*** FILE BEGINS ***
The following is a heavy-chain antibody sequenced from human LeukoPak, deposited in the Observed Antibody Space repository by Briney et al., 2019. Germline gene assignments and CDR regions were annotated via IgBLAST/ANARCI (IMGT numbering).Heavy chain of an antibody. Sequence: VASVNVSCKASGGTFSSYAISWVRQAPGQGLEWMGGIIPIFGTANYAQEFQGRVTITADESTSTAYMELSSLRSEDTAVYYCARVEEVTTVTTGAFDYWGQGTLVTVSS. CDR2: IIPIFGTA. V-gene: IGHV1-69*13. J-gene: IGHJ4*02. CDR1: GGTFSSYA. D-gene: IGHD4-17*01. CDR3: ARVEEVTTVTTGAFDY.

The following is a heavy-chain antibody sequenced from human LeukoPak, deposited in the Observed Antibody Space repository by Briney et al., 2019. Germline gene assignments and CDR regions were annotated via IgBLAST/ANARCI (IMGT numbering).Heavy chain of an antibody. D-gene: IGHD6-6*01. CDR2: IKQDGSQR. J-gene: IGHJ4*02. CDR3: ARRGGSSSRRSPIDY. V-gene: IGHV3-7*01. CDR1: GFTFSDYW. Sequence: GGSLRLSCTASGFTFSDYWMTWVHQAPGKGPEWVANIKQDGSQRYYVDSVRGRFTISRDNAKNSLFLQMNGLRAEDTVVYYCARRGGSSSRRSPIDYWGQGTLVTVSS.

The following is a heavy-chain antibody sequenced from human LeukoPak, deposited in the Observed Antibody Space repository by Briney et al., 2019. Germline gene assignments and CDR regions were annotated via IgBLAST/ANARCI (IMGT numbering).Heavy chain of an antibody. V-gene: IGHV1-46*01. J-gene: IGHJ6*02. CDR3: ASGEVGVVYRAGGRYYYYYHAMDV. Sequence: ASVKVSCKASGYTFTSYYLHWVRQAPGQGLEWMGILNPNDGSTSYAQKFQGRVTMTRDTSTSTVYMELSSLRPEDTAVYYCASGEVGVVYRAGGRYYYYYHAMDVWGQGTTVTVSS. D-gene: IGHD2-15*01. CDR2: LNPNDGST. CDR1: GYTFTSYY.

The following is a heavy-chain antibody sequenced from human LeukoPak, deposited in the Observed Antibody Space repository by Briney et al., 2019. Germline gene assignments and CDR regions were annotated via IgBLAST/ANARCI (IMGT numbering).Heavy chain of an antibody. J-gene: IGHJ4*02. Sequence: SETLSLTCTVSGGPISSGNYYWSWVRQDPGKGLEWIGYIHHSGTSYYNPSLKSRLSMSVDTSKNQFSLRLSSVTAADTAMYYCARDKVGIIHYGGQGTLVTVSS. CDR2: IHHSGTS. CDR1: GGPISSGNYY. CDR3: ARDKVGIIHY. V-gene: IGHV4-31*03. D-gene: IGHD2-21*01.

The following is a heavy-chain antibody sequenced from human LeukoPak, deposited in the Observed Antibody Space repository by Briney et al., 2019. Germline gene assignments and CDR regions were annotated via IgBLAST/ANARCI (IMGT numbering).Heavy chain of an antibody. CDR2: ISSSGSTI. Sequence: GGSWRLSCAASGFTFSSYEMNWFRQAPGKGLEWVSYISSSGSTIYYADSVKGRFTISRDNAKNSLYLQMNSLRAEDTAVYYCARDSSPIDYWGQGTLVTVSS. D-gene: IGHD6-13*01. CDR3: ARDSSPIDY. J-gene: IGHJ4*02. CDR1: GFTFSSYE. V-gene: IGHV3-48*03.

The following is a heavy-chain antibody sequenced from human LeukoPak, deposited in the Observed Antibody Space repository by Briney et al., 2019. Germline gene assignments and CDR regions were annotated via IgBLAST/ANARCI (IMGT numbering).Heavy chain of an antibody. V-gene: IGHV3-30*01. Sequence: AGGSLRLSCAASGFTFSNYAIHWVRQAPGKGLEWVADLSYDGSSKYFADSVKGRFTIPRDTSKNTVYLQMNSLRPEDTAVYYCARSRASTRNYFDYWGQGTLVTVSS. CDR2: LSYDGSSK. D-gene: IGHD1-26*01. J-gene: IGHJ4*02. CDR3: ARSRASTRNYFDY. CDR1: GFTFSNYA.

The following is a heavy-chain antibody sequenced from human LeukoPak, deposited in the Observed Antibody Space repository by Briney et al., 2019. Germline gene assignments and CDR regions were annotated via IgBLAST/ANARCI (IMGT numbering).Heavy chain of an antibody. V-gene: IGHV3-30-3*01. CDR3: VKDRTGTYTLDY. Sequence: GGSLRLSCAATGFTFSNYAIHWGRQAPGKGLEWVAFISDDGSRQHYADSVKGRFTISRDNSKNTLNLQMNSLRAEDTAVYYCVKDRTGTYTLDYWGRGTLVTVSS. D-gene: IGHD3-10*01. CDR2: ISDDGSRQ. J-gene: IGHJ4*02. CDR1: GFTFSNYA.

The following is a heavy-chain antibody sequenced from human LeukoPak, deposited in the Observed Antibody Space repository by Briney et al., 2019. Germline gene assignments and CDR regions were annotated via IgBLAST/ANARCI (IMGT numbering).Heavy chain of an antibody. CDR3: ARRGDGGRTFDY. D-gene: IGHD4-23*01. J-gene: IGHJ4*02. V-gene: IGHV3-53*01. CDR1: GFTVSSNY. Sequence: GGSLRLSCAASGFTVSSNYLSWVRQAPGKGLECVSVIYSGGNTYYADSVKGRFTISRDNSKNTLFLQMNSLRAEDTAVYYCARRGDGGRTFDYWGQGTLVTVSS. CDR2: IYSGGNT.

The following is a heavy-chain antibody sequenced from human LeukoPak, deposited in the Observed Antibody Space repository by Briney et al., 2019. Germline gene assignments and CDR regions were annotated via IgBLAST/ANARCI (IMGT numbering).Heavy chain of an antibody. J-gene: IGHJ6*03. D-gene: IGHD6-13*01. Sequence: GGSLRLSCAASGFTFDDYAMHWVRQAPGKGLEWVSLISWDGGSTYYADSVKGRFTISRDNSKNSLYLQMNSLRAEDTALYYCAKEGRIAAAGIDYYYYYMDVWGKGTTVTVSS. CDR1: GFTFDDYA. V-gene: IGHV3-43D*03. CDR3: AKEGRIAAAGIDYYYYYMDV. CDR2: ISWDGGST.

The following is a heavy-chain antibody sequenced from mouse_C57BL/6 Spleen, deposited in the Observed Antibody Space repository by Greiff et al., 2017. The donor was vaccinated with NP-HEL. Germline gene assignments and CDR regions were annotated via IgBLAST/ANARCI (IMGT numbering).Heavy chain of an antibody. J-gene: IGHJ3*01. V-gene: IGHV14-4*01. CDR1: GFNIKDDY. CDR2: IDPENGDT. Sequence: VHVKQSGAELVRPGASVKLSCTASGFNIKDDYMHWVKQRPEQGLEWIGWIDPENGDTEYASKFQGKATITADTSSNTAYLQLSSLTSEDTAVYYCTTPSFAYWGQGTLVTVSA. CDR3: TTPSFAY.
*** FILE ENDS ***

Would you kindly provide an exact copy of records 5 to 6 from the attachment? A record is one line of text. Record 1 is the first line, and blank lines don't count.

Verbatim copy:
The following is a heavy-chain antibody sequenced from human LeukoPak, deposited in the Observed Antibody Space repository by Briney et al., 2019. Germline gene assignments and CDR regions were annotated via IgBLAST/ANARCI (IMGT numbering).Heavy chain of an antibody. CDR2: ISSSGSTI. Sequence: GGSWRLSCAASGFTFSSYEMNWFRQAPGKGLEWVSYISSSGSTIYYADSVKGRFTISRDNAKNSLYLQMNSLRAEDTAVYYCARDSSPIDYWGQGTLVTVSS. D-gene: IGHD6-13*01. CDR3: ARDSSPIDY. J-gene: IGHJ4*02. CDR1: GFTFSSYE. V-gene: IGHV3-48*03.

The following is a heavy-chain antibody sequenced from human LeukoPak, deposited in the Observed Antibody Space repository by Briney et al., 2019. Germline gene assignments and CDR regions were annotated via IgBLAST/ANARCI (IMGT numbering).Heavy chain of an antibody. V-gene: IGHV3-30*01. Sequence: AGGSLRLSCAASGFTFSNYAIHWVRQAPGKGLEWVADLSYDGSSKYFADSVKGRFTIPRDTSKNTVYLQMNSLRPEDTAVYYCARSRASTRNYFDYWGQGTLVTVSS. CDR2: LSYDGSSK. D-gene: IGHD1-26*01. J-gene: IGHJ4*02. CDR3: ARSRASTRNYFDY. CDR1: GFTFSNYA.